Triple Milk Threat #1

June 25, 2008

 

how i deal with retail.

 

 

There is a great quote i am reminded of in the early morning, as i find myself traveling downtown to work, sitting squished and silent between calloused tradesmen, still-drunk and stinkin’ hipsters, old asian fishermen carrying gallon buckets to the Bay, and the rest of us variously weird-looking and insane San Francisco inhabitants; everyone stoic and silent and the only things moving in what feels like the stillest place in the world. We pay our respect to the dawn by paying our fare, tiptoeing down the aisle, and not talking. Not making a sound. I mean, really: we every one of us know what we are lumbering towards on that 6am bus, in our silence and stillness and lingering drunkeness. It sounds and feels something like:

 

the sun is rising! a new day approaches! and with it, the Blank Slate, the chance for something new, some change, The Big Break!, a promotion, a plane ticket, a blow job on your lunch break, a free bottle of wine, people win the lotto, right?, maybe i’ll quit, i’m going back to school, i’ll find my motivation/passion/love today, i’m splurging and buying myself a nice lunch today, ANYTHING, something please god let it be today i don’t even know what i need want should need or want but it’s gotta come soon please let my boss get hit by this bus if i catch him/her sleeping with someone they’ll pay me out won’t they? if that one asshole bothers me again today i’m gonna lose it for sure where’s my vicodin? clonopin? whiskey? i can’t wait until cocktail hour if i just survive today and make it until tomorrow everything might change i’m not wearing that fucking nametage today what ever happened to graduate school? and holy shit it is so completely and totally silent on this bus what the fuck? what is everyone else on this bus thinking about?

 

And your actual entire brain, and with it the ability to pull the cord and step off the bus and walk up that hill to the supermarket that you work at, begins to rot away into the mess of hate and disgust that you have for your job and your boss and especially that old british lady with the cornichon obsession; and also the creepy old fuck who only eats “young” cheeses. When you can’t even get it together enough to get off the damn bus anymore you certainly can’t draw or write or lay in the sun with a boy or even sleep, what for all of the “ifs” and “and thens” and “i’m gonnas” that are constantly running through your head. But the brilliant thing about riding the bus at dawn is that you really hear yourself for a minute, and later you have this fantasy that everyone else hears themselves, too, in that very significant silence that you all create. You remember that while today may not be the day that the evil bitch face boss drowns in an ocean of bubbling gooey gruyere, it might still be a day that you get some kind of pathetic satisfaction that will calm you until tomorrow, or even the day after tomorrow. Maybe you clock back in for lunch before you smoke a cigarette. Or you remind yourself that you work with cheese, and cheese is amazing. Or it can be the day that you run into an old friend or professor and are reminded of the “ifs” and “and thens” that went through your head before you were a retail-lifer, before you bought stuff for other people to buy. Before buying and buying to buy existed. Before you realized that you are and were always and continue to be a part of the web of purchasing and purchases and purchasers.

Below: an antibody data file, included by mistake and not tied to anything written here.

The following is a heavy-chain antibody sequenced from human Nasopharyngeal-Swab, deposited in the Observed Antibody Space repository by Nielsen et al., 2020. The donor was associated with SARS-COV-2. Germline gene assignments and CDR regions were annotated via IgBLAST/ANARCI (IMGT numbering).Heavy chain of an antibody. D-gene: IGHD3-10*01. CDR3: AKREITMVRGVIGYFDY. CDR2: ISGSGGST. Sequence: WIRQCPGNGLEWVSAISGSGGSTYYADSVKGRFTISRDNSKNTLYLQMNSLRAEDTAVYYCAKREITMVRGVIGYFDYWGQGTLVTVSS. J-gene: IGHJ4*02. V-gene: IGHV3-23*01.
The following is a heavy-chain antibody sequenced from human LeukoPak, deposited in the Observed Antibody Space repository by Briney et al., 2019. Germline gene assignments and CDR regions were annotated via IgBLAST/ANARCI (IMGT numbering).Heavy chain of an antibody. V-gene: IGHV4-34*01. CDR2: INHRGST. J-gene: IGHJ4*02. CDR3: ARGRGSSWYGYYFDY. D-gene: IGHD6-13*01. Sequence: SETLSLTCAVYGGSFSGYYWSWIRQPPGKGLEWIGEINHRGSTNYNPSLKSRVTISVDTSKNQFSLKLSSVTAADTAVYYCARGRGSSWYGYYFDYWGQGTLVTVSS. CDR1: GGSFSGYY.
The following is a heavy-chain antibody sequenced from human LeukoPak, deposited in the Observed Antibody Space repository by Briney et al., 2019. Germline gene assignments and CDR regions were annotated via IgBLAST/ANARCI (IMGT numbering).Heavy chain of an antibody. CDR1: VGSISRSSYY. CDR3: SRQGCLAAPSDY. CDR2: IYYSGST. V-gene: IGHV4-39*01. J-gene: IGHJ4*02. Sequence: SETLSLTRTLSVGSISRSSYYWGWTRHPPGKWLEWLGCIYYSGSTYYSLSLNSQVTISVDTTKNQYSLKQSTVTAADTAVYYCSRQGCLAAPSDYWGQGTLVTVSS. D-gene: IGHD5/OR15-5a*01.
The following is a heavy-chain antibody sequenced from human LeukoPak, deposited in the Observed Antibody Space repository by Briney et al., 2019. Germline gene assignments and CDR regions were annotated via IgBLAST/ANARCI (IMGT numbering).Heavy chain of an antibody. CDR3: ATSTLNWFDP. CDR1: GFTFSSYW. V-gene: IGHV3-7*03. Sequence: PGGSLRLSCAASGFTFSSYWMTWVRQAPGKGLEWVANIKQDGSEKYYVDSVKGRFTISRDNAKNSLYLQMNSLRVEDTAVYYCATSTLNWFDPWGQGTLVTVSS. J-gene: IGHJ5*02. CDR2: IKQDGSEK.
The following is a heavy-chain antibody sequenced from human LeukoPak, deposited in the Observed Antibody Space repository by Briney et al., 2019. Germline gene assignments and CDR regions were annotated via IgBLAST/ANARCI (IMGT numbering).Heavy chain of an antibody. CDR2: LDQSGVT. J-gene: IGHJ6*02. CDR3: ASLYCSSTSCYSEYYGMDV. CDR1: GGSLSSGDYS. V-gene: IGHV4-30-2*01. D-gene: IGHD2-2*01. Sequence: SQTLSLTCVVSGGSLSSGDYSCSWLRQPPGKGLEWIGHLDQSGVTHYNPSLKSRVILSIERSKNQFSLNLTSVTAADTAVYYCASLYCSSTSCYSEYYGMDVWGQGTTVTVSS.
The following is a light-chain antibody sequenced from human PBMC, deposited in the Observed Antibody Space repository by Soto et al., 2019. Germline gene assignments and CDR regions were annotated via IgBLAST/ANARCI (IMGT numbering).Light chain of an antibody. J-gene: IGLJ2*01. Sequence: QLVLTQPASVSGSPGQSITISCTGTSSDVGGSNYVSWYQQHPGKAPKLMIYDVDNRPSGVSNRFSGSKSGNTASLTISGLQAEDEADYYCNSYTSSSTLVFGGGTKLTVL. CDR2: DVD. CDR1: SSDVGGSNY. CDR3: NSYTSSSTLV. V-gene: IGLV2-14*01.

And that brings me, finally, to the quote: on the bus to work at dawn, it’s the ever-popular Buffy the Vampire Slayer i am reminded of. Now mind you, it’s not the tv show i’m talking about here, it’s the real thing, the true blue: it’s the 1992 classic hollywood picture starring Kristy Swanson and the ever studly Luke Perry. As Buffy describes her vision of the future to her guardian Merrick, like, instead of slaying vampires, she muses “I’m going to be a buyer. I just think it sounds cool, you know? Buyer, buying, to buy…”

 

I don’t know if “cool” is the word that i would use. But I’d agree that it certainly sounds as though it’s bordering on “needed” or “important” to the functioning of the store, as though to do the job successfully one would need to know a lot about certain things, like, what they are buying (cheese, in my case). The other aspects of the job include lessons in both patience and post-work binge drinking. I might as well wrap up the stupid boss with all of the shitty customers and throw the whole lot into a pit with all of the annoying people i’ll meet over the course of my whole life. But what about the cheeses? The most important part of the whole buying thing I am doing? Those glorious, sweating, unforgiving crottins and 80 pound wheels of rotting, delicious goodness? They don’t seem to be going anywhere, because they are, in fact, really fucking cool. And, maybe its kind of cool to be paid to hang out around them. And talk about them with other willing and interested quesophiles. If cheese were just another passing fad, then gorgonzola wouldn ‘t have a history stretching back to the 9th century, Sardinians never would have declared larvae-infested pecornio a delicacy, Uniekaas cheese makers in Holland never would have slapped my ass on their business trip to the states, and and i’d have nothing to write about on the internet. Next time i’lll write about the ass slapping.

– ellen cronin.